Online privacy protections are latest California export


MARY REICHARD, HOST: Coming up next on The World and Everything in It: online privacy.

That’s been an oxymoron for decades now. Your data—everything from your shopping habits to your name and location—is a commodity. Your information is used in ways you never agreed to or even know about. And trying to stop it? Not possible.

MEGAN BASHAM, HOST: But that may change. A new law went into effect last week in California. It regulates how technology companies collect, store, and share your personal data. Lots of technology firms are headquartered in California, so the new regulations will affect nearly everyone.

REICHARD: Joining us now to talk about the California Consumer Privacy Act is Jason Thacker. He’s an associate research fellow at the Ethics and Religious Liberty Commission of the Southern Baptist Convention.

Good morning, Jason!

JASON THACKER, GUEST: Good morning! Thank you for having me, Mary.

REICHARD: Let’s start with what the California law actually says. What new requirements did it put in place for tech companies?

THACKER: Yeah, the California Consumer Privacy Act, as you said, went into effect on January 1st. It has six major components. One is to know what data has been collected on you. To know if this data has been sold and to whom. That you can say no to the sale of data, which is a big point. You can access this data, you can request it to be deleted, and you cannot be discriminated against for using these rights.

REICHARD: How does that compare to privacy requirements in other states and countries?

THACKER: Yeah, in the United States, we don’t have a federal privacy law and so as you said earlier, this is going to become in many ways the de facto law of the land with many states following on the heels of the California law. In terms of other countries, there haven’t been kind of comprehensive privacy legislation outside of the GDPR, which is the European regulation about a data protection board put together. And that law is much more expansive. So this is a very weakened version of what a lot of privacy advocates—within California but even in the nation—wanted. But it does kind of set the tone for what might be coming here in America.

REICHARD: Does it seem likely California’s law will prompt federal lawmakers to enact legislation to cover the whole country?

THACKER: That’s really the big question right now. There is a lot of chatter in Washington about a federal privacy law, but in the divisive time that we live in with a lot of the major kind of international happenings but also domestic happenings right now, I don’t have a ton of hope that there’s going to be a federal privacy law anytime soon. But there is a lot of conversation around that and the hope is that some of these kind of more stringent parts of this CCPA will actually be rolled back. Because if a federal privacy law is enacted, it would trump the state laws.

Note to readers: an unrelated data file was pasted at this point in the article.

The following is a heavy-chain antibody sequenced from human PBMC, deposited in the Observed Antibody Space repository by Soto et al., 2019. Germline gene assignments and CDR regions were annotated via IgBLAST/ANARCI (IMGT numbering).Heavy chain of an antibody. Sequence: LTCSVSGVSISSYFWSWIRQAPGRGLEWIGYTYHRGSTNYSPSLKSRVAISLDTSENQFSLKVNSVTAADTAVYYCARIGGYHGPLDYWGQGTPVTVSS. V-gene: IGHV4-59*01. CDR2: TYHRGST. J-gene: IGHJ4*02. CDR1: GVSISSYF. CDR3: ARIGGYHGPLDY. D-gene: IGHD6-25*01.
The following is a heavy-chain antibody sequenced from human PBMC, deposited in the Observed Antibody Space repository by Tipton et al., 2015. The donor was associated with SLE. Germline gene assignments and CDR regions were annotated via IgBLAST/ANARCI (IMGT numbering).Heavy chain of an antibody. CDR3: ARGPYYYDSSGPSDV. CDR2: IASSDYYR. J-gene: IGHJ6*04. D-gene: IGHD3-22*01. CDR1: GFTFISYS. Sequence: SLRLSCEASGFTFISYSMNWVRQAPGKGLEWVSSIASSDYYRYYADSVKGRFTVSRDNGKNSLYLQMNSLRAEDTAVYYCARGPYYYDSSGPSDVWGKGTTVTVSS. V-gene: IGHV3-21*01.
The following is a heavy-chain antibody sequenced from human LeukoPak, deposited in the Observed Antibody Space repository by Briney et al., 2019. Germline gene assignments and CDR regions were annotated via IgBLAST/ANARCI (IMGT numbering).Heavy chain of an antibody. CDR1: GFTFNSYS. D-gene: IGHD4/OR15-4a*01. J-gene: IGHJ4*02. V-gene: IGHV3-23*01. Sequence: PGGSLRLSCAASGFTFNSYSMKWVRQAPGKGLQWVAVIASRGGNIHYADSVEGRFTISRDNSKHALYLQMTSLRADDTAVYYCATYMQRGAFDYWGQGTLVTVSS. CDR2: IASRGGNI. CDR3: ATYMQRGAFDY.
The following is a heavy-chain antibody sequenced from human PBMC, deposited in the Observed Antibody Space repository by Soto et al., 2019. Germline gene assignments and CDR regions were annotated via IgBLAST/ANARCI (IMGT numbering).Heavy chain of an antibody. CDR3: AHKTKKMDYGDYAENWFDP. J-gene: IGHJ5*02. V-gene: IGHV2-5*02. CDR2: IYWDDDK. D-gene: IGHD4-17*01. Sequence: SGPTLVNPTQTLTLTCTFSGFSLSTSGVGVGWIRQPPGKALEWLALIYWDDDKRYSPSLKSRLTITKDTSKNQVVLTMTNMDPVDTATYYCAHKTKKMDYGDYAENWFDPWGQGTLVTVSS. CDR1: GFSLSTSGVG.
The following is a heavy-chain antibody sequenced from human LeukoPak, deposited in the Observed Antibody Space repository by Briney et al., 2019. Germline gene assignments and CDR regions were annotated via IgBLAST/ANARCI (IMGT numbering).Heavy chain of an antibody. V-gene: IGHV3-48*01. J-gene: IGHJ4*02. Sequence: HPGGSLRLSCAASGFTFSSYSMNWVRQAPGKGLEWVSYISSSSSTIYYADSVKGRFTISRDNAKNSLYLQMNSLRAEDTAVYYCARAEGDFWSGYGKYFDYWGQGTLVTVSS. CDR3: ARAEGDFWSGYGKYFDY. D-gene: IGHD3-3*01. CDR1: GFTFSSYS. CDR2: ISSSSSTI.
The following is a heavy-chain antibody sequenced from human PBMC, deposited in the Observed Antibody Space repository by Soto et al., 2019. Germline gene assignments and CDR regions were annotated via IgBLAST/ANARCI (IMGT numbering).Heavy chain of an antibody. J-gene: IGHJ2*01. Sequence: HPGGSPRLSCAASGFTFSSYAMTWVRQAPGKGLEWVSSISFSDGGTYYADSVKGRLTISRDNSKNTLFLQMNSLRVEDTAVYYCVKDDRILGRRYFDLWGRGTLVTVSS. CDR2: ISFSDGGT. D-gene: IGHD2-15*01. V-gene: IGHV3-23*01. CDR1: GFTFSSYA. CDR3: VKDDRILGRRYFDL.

REICHARD: Are there any drawbacks to these particular privacy regs?

THACKER: Yes and no. I mean, on the outset if you read the regulation, it doesn’t seem to be overly burdensome. It is extremely complicated to put together. I mean, companies are spending millions and millions of dollars to implement—they’re kind of having to retrofit their data collection systems and storage in order to give people access to this. And so on the lay level, you’ll see new privacy policies. You’re getting a lot of emails now probably from various companies saying we’ve updated our privacy policies or this is if you’re a California resident, this is how you can access your data. So, to retrofit their systems, there’s a really high cost, which a lot of folks who are not supportive of these types of laws see this as overly burdensome on markets and on businesses because of the such a high cost to implement these tools. So mainly it’s going to hit your larger companies like Microsoft, Facebook, LinkedIn, Twitter. Kind of your larger technology companies where the majority of the users are.

REICHARD: Are privacy advocates satisfied with these regulations or are there other areas they would like to see covered by future laws?

THACKER: Yeah and that’s where kind of the verdict’s still out. A lot of privacy advocates don’t see this as far-reaching enough. There are some that want to monetize your data. So, if a company has your data and uses it to make money that you should be able to profit from that as well—the sale of your data—as a property right. There are some that want the right to be forgotten. A lot of those type of larger pieces of legislation that we see in the GDPR. I think that this is definitely a start for a federal privacy law and even state laws, but it’s definitely not making everyone exactly happy.

REICHARD: Jason Thacker is an associate research fellow at the Ethics and Religious Liberty Commission. Thanks so much for joining us today!

THACKER: Yeah, thank you for having me, Mary.


(Photo/Creative Commons, Flickr)

WORLD Radio transcripts are created on a rush deadline. This text may not be in its final form and may be updated or revised in the future. Accuracy and availability may vary. The authoritative record of WORLD Radio programming is the audio record.

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